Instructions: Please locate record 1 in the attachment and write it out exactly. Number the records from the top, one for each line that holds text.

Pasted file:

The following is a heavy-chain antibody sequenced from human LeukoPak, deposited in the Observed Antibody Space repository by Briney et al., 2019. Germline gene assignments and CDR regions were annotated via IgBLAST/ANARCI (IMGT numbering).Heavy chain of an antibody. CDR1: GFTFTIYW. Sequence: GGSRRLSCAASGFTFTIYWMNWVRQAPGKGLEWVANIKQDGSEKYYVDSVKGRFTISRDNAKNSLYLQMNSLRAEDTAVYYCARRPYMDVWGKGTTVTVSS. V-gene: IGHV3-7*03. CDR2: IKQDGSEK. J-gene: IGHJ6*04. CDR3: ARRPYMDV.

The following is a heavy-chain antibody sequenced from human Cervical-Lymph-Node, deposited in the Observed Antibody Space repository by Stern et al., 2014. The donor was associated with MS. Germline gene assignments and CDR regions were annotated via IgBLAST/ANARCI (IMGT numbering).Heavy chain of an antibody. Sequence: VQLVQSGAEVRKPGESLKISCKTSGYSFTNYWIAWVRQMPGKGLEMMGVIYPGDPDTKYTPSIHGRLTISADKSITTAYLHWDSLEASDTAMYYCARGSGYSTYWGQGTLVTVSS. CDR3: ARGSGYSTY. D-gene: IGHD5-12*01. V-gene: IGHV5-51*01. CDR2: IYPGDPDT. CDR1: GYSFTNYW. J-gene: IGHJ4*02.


The following is a heavy-chain antibody sequenced from human LeukoPak, deposited in the Observed Antibody Space repository by Briney et al., 2019. Germline gene assignments and CDR regions were annotated via IgBLAST/ANARCI (IMGT numbering).Heavy chain of an antibody. CDR1: GFTFTIYW. Sequence: GGSRRLSCAASGFTFTIYWMNWVRQAPGKGLEWVANIKQDGSEKYYVDSVKGRFTISRDNAKNSLYLQMNSLRAEDTAVYYCARRPYMDVWGKGTTVTVSS. V-gene: IGHV3-7*03. CDR2: IKQDGSEK. J-gene: IGHJ6*04. CDR3: ARRPYMDV.